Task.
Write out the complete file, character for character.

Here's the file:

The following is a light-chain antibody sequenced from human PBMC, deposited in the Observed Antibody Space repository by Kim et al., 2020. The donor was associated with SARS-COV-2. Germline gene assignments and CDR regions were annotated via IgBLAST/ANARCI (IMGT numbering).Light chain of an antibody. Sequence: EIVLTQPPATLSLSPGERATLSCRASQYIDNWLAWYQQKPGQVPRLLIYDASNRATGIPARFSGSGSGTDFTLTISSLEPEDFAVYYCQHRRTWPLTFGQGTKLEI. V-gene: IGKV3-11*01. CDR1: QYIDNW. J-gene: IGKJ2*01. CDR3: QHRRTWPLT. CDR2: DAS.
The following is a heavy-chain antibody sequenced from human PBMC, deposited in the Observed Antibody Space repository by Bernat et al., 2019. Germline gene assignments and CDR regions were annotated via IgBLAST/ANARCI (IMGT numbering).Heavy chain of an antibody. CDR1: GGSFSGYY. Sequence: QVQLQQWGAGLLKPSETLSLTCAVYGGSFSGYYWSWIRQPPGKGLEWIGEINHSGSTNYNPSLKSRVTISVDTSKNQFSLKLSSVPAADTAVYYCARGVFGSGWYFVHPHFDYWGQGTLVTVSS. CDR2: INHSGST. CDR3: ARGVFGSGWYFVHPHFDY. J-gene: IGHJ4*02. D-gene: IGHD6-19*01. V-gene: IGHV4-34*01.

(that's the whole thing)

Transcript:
The following is a light-chain antibody sequenced from human PBMC, deposited in the Observed Antibody Space repository by Kim et al., 2020. The donor was associated with SARS-COV-2. Germline gene assignments and CDR regions were annotated via IgBLAST/ANARCI (IMGT numbering).Light chain of an antibody. Sequence: EIVLTQPPATLSLSPGERATLSCRASQYIDNWLAWYQQKPGQVPRLLIYDASNRATGIPARFSGSGSGTDFTLTISSLEPEDFAVYYCQHRRTWPLTFGQGTKLEI. V-gene: IGKV3-11*01. CDR1: QYIDNW. J-gene: IGKJ2*01. CDR3: QHRRTWPLT. CDR2: DAS.
The following is a heavy-chain antibody sequenced from human PBMC, deposited in the Observed Antibody Space repository by Bernat et al., 2019. Germline gene assignments and CDR regions were annotated via IgBLAST/ANARCI (IMGT numbering).Heavy chain of an antibody. CDR1: GGSFSGYY. Sequence: QVQLQQWGAGLLKPSETLSLTCAVYGGSFSGYYWSWIRQPPGKGLEWIGEINHSGSTNYNPSLKSRVTISVDTSKNQFSLKLSSVPAADTAVYYCARGVFGSGWYFVHPHFDYWGQGTLVTVSS. CDR2: INHSGST. CDR3: ARGVFGSGWYFVHPHFDY. J-gene: IGHJ4*02. D-gene: IGHD6-19*01. V-gene: IGHV4-34*01.